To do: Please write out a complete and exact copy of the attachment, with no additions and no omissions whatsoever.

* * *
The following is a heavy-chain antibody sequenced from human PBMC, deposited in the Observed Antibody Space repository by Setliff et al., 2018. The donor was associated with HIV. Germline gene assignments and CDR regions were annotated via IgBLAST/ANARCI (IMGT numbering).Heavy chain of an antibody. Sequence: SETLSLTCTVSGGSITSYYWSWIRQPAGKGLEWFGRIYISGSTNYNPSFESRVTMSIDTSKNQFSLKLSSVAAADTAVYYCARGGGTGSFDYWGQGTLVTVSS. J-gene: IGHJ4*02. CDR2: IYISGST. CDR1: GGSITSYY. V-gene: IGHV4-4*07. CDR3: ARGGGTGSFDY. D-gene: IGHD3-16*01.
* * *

The following is a heavy-chain antibody sequenced from human PBMC, deposited in the Observed Antibody Space repository by Setliff et al., 2018. The donor was associated with HIV. Germline gene assignments and CDR regions were annotated via IgBLAST/ANARCI (IMGT numbering).Heavy chain of an antibody. Sequence: SETLSLTCTVSGGSITSYYWSWIRQPAGKGLEWFGRIYISGSTNYNPSFESRVTMSIDTSKNQFSLKLSSVAAADTAVYYCARGGGTGSFDYWGQGTLVTVSS. J-gene: IGHJ4*02. CDR2: IYISGST. CDR1: GGSITSYY. V-gene: IGHV4-4*07. CDR3: ARGGGTGSFDY. D-gene: IGHD3-16*01.